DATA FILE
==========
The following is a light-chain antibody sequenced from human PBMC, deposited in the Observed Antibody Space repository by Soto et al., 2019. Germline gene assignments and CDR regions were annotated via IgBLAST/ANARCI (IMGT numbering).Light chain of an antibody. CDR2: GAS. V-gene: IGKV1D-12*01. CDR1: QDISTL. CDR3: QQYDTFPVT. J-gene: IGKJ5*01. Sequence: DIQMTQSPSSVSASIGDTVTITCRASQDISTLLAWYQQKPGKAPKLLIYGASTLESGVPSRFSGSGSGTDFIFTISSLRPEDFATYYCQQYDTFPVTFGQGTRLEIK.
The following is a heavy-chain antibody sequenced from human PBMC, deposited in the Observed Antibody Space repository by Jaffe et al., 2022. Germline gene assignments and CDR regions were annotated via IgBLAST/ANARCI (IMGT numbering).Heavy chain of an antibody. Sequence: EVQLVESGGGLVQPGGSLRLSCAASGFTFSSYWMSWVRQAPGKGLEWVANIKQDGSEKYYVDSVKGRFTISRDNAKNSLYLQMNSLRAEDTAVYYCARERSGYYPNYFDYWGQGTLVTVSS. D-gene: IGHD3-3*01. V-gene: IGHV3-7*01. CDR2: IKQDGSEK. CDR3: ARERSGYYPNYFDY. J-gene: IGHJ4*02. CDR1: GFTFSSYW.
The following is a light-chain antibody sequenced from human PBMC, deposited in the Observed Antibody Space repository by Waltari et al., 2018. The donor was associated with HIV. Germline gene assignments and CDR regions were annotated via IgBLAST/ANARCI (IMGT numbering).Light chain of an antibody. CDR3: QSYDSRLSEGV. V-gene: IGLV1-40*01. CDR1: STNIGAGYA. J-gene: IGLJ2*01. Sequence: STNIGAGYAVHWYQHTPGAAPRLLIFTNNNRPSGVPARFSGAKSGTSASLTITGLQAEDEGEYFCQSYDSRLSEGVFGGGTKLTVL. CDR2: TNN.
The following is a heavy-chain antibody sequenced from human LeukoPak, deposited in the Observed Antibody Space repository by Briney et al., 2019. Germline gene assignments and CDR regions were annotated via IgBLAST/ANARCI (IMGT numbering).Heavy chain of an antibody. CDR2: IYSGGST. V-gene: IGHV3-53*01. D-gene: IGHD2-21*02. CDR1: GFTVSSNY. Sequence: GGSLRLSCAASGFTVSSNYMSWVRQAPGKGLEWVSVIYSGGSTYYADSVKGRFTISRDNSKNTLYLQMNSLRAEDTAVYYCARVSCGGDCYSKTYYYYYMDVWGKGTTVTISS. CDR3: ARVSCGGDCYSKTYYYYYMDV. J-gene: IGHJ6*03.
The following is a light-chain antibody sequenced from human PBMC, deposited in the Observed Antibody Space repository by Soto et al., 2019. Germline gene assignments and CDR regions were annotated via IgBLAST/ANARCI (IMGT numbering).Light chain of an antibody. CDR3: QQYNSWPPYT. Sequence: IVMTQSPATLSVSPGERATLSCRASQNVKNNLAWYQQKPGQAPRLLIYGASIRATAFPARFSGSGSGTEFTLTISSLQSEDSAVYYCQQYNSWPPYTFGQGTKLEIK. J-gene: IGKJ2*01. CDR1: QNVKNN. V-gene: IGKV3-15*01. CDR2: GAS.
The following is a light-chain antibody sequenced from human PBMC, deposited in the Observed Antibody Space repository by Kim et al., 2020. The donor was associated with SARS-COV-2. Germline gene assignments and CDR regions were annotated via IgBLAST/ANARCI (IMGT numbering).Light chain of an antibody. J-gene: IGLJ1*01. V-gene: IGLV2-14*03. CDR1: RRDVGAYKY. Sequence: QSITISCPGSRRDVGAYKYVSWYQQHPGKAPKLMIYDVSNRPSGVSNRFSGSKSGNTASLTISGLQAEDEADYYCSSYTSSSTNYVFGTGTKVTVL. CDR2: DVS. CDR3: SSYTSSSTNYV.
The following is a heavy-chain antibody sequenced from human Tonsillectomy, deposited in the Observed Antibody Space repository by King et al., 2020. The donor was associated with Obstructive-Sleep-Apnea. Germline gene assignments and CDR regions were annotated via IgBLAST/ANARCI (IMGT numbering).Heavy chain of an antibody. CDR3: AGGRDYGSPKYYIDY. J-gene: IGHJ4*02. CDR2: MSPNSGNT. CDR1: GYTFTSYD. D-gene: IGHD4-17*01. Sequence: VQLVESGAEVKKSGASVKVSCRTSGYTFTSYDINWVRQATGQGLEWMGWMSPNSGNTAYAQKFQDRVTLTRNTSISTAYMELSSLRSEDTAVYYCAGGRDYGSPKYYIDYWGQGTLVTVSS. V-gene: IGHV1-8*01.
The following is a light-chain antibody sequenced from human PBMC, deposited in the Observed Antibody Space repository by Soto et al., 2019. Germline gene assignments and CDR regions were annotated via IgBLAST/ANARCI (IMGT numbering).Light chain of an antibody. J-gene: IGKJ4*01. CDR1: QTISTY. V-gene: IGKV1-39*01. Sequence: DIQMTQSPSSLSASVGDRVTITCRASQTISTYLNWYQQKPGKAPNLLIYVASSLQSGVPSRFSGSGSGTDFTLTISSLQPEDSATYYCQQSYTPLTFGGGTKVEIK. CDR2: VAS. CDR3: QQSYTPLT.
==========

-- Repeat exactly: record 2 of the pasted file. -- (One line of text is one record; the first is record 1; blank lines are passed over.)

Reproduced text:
The following is a heavy-chain antibody sequenced from human PBMC, deposited in the Observed Antibody Space repository by Jaffe et al., 2022. Germline gene assignments and CDR regions were annotated via IgBLAST/ANARCI (IMGT numbering).Heavy chain of an antibody. Sequence: EVQLVESGGGLVQPGGSLRLSCAASGFTFSSYWMSWVRQAPGKGLEWVANIKQDGSEKYYVDSVKGRFTISRDNAKNSLYLQMNSLRAEDTAVYYCARERSGYYPNYFDYWGQGTLVTVSS. D-gene: IGHD3-3*01. V-gene: IGHV3-7*01. CDR2: IKQDGSEK. CDR3: ARERSGYYPNYFDY. J-gene: IGHJ4*02. CDR1: GFTFSSYW.